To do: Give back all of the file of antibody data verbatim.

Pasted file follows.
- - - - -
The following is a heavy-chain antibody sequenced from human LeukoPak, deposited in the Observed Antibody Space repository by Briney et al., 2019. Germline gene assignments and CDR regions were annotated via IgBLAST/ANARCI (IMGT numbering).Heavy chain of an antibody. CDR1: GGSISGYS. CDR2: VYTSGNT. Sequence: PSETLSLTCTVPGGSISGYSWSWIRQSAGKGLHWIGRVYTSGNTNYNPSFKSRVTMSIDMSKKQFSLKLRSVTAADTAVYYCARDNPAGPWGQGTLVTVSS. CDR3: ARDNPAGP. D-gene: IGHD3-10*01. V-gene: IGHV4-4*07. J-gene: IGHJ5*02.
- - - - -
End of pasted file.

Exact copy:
The following is a heavy-chain antibody sequenced from human LeukoPak, deposited in the Observed Antibody Space repository by Briney et al., 2019. Germline gene assignments and CDR regions were annotated via IgBLAST/ANARCI (IMGT numbering).Heavy chain of an antibody. CDR1: GGSISGYS. CDR2: VYTSGNT. Sequence: PSETLSLTCTVPGGSISGYSWSWIRQSAGKGLHWIGRVYTSGNTNYNPSFKSRVTMSIDMSKKQFSLKLRSVTAADTAVYYCARDNPAGPWGQGTLVTVSS. CDR3: ARDNPAGP. D-gene: IGHD3-10*01. V-gene: IGHV4-4*07. J-gene: IGHJ5*02.